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Wednesday, 27 November 2013 00:00

Scientists develop a biological method that improves treatment and pest control in the olive tree

Researchers from the ceiA3 research group of Agricultural Entomology at the School of Agricultural Engineering and Forestry University of Cordoba (UCO) have developed a method that allows using fungus as a ‘wound dressing’ in order to protect olive trees from the injuries caused by the pruning, hailstones, or those caused by any other origin, with the attack of the Euzophera pinguis moth.

According to the experts of the Technical Association of Integrated Production of the Olive Grove (ATIPIOlivar), that insect is very much extended in the Mediterranean, and apart of causing the death of many young olive trees, it is responsible for diminishing production in adult trees. The research team from the University of Cordoba focused its research on the use of the fungus Beauveria Bastiana. This fungus is capable of protecting, in a sustainable and biological manner ,the olive tree from the possible damages caused by the Euzophera pinguis moths.

In the article entitled: ‘Beauveria bassiana (Ascomycota: Hypocreales) wound dressing for the control of Euzophera pinguis (Lepidoptera: Pyralidae)’ that was published at the Journal of Economic Entomology, the team of experts demonstrated that the stump of this Beauveria bassiana fungus (obtained from the larvae of the moth naturally suffering that disease) can cure the wounds caused by the Euzophera pinguis and thus, between 60 and 90% of the olive trees were recovered after 60 days of treatment. Mr. Enrique Quesada-Moraga, researcher of the University of Cordoba explains to the Discover Foundation that “the results of this treatment have shown that this fungus can cure the affected olive trees in the same way that the Clorpirifos, the only chemical insecticide authorized nowadays to control this insect, and furthermore, this method is more environmental friendly”.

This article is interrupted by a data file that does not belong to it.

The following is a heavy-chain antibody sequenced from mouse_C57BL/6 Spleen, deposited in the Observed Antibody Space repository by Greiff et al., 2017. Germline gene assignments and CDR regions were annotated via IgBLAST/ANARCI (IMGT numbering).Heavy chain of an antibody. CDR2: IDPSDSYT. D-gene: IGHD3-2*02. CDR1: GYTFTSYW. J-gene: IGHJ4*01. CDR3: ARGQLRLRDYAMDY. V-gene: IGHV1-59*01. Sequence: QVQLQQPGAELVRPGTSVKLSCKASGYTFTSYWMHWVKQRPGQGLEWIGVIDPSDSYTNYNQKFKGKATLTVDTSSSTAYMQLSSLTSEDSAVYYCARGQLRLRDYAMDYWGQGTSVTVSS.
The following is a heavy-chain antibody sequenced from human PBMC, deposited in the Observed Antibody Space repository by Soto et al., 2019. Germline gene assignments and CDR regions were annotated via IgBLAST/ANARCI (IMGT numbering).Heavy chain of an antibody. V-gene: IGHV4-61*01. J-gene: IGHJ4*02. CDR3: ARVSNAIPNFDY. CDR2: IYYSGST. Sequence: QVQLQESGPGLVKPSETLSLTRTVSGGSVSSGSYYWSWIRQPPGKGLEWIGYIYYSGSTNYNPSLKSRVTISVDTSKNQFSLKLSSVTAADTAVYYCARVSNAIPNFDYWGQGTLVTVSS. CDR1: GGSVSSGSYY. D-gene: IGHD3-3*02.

The experiments were developed in Jaén (Mancha Real) between 2008 and 2011 and always during spring and autumn, seasons when the Euzophera pinguis moth can be found in the cultivated fields. Mr. Quesada-Moraga explains that they conducted an experiment consisting in dividing the olive trees into 3 groups of 20 olive trees each, and that they artificially made a wound of 30X33 millimetres of width and 17 millimetres of depth to the trees in order to it make easier for the insect to attack the trees. He adds that they used a different treatment for each group of trees: for the first one they used Clorpirifos, for the second one the Beauveria Bastiana fungus and finally they left the third one without applying any treatment.  Finally, and after studying and comparing samples at the laboratory, they found that this fungus effectiveness to cure the wound is similar to the use of the Clorpirifos insecticide, and also that it is less harmful for the environment and the secondary fauna of the olive tree.

Application to other pests
Thanks to the positive results of this research, the team has created new research lines aiming at developing similar strategies for cure different pests affecting the olive grove, as for example the olive tree fly or the barrenillos.  In addition, the research group will continue to study this type of biological treatment in further detail in order to develop a common strategy to fight it.

These results of this study come from a project carried out by the Agricultural Entomology research group of the department of science and agricultural and forest resource of the University of Cordoba with the cooperation of the Jaen company Nustesca. This project is focused on the study of entompathogenic microorganisms in the areas of the province of Jaen, where the E. pinguis lives, and also evaluates its potential for phytophagous control.

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